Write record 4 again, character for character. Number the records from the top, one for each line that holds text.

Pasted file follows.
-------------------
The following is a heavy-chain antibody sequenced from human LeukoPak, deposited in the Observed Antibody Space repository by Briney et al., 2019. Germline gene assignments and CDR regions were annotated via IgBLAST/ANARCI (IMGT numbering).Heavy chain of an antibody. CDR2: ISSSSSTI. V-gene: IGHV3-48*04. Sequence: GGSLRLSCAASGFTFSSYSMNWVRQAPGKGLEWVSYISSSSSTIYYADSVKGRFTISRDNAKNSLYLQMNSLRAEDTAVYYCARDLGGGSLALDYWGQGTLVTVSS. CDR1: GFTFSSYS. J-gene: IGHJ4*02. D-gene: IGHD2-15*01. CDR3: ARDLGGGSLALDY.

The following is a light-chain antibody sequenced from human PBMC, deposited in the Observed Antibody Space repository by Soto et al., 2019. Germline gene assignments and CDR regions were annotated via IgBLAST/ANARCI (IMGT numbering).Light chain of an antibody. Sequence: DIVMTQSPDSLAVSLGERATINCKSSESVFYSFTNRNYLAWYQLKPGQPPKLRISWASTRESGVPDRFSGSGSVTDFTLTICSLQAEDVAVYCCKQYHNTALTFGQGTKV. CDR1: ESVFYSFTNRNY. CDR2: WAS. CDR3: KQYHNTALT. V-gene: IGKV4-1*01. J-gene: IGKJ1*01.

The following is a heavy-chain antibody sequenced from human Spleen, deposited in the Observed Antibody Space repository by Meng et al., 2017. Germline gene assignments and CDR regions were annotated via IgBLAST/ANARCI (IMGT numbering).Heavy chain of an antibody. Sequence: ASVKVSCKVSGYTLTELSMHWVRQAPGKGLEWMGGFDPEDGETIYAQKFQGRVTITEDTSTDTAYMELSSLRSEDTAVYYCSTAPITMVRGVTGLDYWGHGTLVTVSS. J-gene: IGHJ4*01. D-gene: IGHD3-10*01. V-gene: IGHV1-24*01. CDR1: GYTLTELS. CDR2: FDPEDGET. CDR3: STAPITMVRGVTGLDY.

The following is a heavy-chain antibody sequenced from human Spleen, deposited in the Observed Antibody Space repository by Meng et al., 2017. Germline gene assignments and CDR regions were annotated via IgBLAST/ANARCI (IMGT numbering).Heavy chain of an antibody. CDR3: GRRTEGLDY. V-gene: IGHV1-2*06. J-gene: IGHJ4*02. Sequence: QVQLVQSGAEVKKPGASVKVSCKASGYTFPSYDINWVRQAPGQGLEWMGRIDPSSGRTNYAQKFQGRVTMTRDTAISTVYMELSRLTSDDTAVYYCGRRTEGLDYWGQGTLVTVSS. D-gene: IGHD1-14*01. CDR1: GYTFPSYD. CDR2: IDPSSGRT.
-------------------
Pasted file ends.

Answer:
The following is a heavy-chain antibody sequenced from human Spleen, deposited in the Observed Antibody Space repository by Meng et al., 2017. Germline gene assignments and CDR regions were annotated via IgBLAST/ANARCI (IMGT numbering).Heavy chain of an antibody. CDR3: GRRTEGLDY. V-gene: IGHV1-2*06. J-gene: IGHJ4*02. Sequence: QVQLVQSGAEVKKPGASVKVSCKASGYTFPSYDINWVRQAPGQGLEWMGRIDPSSGRTNYAQKFQGRVTMTRDTAISTVYMELSRLTSDDTAVYYCGRRTEGLDYWGQGTLVTVSS. D-gene: IGHD1-14*01. CDR1: GYTFPSYD. CDR2: IDPSSGRT.